How School Dress Codes Disproportionately Target Black Women

The implementation of dress codes within American public schools has been used to police young women’s bodies in order to maintain power over them, impacting their psychological well-being. Dress code policies within American public schooling system aims to specifically target Black women, assigning them the negative consequences of promiscuity and over-sexualization, leading to a disproportionate psychological impact. The upkeep of these regulatory dress codes furthers systemic white privilege within American public schools. Research conducted by the National Women’s Law Center shows that “among 29 D.C. schools, majority-Black high schools on average [have] more dress code restrictions than other high schools”. Additionally,  “Black girls are much more likely than other girls to be cited for infractions such as dress code violations”. School dress codes typically enforce their ‘acceptable’ standards of dress from associations typically linked with the white middle class. This inherently promotes ideas linked with ‘whiteness’ and discourages ideas linked with ‘Blackness.’

Black women face double the judgement when met with these standards. Not only are their bodies deemed problematic simply because they are female, they are also deemed problematic for their Blackness. Black women have been assigned consequences through public schooling dress code policies which inherently and severely objectify and sexualize them: “Repeated exposure to sexual objectification experiences is linked to low self-esteem and high levels of anxiety, which affect women’s psychological well-being”. Black women are more prone to sexualization and objectification, as shown by the increased rate at which Black women in public schooling institutions receive dress code violations as well as by stereotypical media portrayals within popular culture. It is relatively easy to assume that Black women are then also more likely to experience the psychological downfalls associated with sexualization and objectification in response to these experiences.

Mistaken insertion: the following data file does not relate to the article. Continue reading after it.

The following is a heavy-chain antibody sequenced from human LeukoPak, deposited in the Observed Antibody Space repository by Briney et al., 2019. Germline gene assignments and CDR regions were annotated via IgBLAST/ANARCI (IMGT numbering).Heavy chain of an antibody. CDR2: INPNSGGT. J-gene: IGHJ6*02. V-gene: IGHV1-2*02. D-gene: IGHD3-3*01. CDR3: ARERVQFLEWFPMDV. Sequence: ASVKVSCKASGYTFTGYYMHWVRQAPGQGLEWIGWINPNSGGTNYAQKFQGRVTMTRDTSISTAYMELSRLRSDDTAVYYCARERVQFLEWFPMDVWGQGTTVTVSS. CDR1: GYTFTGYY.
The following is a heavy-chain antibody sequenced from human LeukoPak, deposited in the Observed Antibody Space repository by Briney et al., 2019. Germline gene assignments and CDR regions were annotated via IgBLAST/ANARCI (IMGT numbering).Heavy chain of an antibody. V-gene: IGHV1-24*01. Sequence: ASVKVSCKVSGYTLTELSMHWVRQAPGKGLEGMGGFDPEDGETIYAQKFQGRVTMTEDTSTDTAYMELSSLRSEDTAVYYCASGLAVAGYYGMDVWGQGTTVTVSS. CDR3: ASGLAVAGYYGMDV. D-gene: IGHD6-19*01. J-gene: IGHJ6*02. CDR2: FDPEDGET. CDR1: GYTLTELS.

Dress codes which discriminate heavily against Black individuals also prohibit the flourishing of self-esteem within Black females, as well as in Black youth in general. The enforcement of these dressing policies cast a shadow on the ability for the individuals to obtain a strong positive association between their race and their identity, effecting their psychological well-being and self-value. Rather than regulating female bodies, school environments should teach self-control. Rather than regulating Blackness, school environments should provide a safe place for cultural differences and promote inclusivity with faculty that is diverse and representative. In order to eliminate the incessant focus on controlling Black female bodies, the code which heavily regulates them needs to be removed. These dress code guidelines distract from the importance of intellectual growth and learning for Black youth within our public schooling systems. Clothing is not an indicator for success or failure. As long as dress code policies continue to exist, Black women will continually be targeted and placed at a disadvantage. 


(Image credit: National Women’s Law Center)


By Molly Wilhelm

(Molly Wilhelm is a feminist and human rights activist based in Maryland.)